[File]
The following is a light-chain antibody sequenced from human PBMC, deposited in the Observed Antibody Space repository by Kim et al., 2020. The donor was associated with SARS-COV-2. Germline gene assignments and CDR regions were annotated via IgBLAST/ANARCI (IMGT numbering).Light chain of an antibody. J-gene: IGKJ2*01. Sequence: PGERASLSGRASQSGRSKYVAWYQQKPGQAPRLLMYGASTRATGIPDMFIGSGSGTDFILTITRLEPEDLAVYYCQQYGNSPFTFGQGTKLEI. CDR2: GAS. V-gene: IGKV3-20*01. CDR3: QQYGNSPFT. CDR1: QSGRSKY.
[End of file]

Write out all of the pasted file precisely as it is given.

The following is a light-chain antibody sequenced from human PBMC, deposited in the Observed Antibody Space repository by Kim et al., 2020. The donor was associated with SARS-COV-2. Germline gene assignments and CDR regions were annotated via IgBLAST/ANARCI (IMGT numbering).Light chain of an antibody. J-gene: IGKJ2*01. Sequence: PGERASLSGRASQSGRSKYVAWYQQKPGQAPRLLMYGASTRATGIPDMFIGSGSGTDFILTITRLEPEDLAVYYCQQYGNSPFTFGQGTKLEI. CDR2: GAS. V-gene: IGKV3-20*01. CDR3: QQYGNSPFT. CDR1: QSGRSKY.